Once interested students register with ODS and get trained in using the device, their names are forwarded to Chartwells, which operates the university cafeterias. The students present their IDs to check out an Obi, which is then brought to their table.

ODS suggests that students bring a friend or personal assistant to help them the first few times they use the machine in case adjustments need to be made. But ultimately the robots are expected to reduce and eliminate the need for dining assistants.

“Eventually the students will be able to dine by themselves without any problems,” said Myers.

Myers said having the robots at Wright State enables the students to try them out and then perhaps purchase or rent one for personal use.

“Insurance providers are beginning to pay for them,” she said.

Sarah Faith Davis with Katherine Myers, assistive technology specialist in the Office of Disability Services.

Jon Dekar came up with the concept of Obi after watching his grandmother spoon-feed his grandfather, who suffered from a degenerative neuromuscular disease.

“I became appalled that in the 21st century there wasn’t a technology or significant product in the market that addresses this basic human need. Eating is arguably the most basic human need,” said Dekar. “I just became ferociously driven and obsessed with doing something about that.”

For its Obi robot, DESiN won the Dayton Soin Award for Innovation and was the Gold Winner in the Rehabilitation and Assistive-Technology Products Category of the Dayton Tech Guide’s 20th Annual Medical Design Excellence Awards.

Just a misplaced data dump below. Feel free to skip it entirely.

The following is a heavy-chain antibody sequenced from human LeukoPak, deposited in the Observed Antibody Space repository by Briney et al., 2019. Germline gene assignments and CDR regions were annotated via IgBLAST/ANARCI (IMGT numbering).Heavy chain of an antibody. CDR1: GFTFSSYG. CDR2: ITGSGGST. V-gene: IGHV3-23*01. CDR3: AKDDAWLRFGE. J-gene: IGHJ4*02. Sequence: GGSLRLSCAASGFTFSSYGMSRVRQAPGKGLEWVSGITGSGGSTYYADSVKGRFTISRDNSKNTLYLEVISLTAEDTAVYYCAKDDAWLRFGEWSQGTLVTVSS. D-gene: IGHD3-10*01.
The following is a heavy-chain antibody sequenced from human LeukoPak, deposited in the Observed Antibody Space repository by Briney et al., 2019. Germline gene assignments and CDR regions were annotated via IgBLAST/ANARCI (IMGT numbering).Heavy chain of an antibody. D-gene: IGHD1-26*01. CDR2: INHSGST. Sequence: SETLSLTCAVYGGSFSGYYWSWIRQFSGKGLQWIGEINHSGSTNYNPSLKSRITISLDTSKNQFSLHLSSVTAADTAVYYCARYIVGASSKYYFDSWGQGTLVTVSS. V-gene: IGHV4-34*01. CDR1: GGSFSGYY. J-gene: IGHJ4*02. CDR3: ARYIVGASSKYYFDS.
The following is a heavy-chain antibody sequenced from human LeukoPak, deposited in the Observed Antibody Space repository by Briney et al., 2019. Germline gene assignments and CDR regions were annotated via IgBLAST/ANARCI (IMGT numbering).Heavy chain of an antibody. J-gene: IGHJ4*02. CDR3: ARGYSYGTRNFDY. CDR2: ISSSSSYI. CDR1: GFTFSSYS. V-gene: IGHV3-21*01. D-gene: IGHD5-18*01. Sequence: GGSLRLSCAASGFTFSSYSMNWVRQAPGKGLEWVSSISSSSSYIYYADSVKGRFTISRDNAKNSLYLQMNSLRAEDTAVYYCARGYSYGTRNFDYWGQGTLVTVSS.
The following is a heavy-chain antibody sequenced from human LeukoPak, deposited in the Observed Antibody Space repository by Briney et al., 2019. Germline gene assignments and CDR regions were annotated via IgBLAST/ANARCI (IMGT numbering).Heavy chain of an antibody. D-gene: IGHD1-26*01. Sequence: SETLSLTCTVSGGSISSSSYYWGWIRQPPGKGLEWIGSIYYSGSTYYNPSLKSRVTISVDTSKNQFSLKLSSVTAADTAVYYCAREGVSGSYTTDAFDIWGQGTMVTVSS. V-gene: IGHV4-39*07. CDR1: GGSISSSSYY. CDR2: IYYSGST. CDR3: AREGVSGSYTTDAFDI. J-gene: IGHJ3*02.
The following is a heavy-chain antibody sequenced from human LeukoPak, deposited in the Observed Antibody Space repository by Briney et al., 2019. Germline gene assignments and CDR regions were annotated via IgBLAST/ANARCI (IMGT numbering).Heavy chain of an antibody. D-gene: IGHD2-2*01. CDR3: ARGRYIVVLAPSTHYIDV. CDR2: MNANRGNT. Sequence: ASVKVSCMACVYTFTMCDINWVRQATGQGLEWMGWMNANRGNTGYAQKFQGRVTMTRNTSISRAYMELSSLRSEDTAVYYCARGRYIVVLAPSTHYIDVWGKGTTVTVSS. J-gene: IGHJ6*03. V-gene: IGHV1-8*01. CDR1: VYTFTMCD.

The Reeve Foundation Direct Effect Grant to Wright State was one of 66 grants totaling $1,230,983 to fund projects and programs to benefit the paralysis community. The grants were made possible through a cooperative agreement with the Administration for Community Living (ACL), U.S. Department of Health and Human Services.

“Through our federal partnership with SCL, we constantly strive to make the Quality of Life Grants Program the very best it can be,” said Donna Valente, senior grants manager. “We are gratified that the new grants structure will help to support ACL’s strategic priorities and honor Dana Reeve’s vision and her legacy of caring by maximizing the impact of the grants.”

The Reeve Foundation received an unprecedented total of over 600 requests for the grants. After a review process, it funded 18 High Impact Priority grants totaling $679,922 and 48 Direct Effect grants totaling $551,061.

The foundation is dedicated to curing spinal cord injury by funding innovative research and improving the quality of life for people living with paralysis through grants, information and advocacy.

Myers said the Reeve Foundation supports projects that will help people become more independent, especially those with significant physical disabilities. She said awarding the grant to Wright State for the dining robots shows that the foundation is really aware of the new technologies and wants to get them to people who can use them.

“Obi just makes me feel more normal and more independent; like I can do it without having to worry if there is going to be someone there to help me,” said Davis.